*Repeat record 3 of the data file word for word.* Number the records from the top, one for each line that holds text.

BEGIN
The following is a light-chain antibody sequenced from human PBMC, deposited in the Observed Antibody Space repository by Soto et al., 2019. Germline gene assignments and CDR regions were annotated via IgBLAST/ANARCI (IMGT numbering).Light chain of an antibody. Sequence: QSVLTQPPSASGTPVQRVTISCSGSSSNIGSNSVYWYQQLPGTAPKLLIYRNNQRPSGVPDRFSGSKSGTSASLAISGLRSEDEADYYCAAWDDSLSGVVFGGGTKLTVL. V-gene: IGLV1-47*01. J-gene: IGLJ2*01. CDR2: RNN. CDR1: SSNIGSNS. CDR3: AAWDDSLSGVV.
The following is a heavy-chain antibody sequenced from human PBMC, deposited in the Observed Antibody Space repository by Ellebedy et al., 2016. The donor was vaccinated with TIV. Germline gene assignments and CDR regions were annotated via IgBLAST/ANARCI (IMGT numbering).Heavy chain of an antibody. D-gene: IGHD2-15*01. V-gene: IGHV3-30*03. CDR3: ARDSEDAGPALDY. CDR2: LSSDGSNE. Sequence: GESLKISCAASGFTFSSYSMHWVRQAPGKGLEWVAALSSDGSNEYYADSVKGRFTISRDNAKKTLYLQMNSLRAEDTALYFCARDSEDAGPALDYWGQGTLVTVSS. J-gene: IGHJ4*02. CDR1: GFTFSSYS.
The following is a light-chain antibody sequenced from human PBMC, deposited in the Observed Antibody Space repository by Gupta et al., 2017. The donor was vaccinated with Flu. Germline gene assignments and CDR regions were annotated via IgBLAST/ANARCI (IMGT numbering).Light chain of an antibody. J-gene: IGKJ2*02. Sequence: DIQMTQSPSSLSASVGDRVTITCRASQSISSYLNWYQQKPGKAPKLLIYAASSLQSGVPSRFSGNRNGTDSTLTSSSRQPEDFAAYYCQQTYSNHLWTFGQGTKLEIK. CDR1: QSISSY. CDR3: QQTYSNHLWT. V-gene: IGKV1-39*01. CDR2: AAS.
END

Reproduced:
The following is a light-chain antibody sequenced from human PBMC, deposited in the Observed Antibody Space repository by Gupta et al., 2017. The donor was vaccinated with Flu. Germline gene assignments and CDR regions were annotated via IgBLAST/ANARCI (IMGT numbering).Light chain of an antibody. J-gene: IGKJ2*02. Sequence: DIQMTQSPSSLSASVGDRVTITCRASQSISSYLNWYQQKPGKAPKLLIYAASSLQSGVPSRFSGNRNGTDSTLTSSSRQPEDFAAYYCQQTYSNHLWTFGQGTKLEIK. CDR1: QSISSY. CDR3: QQTYSNHLWT. V-gene: IGKV1-39*01. CDR2: AAS.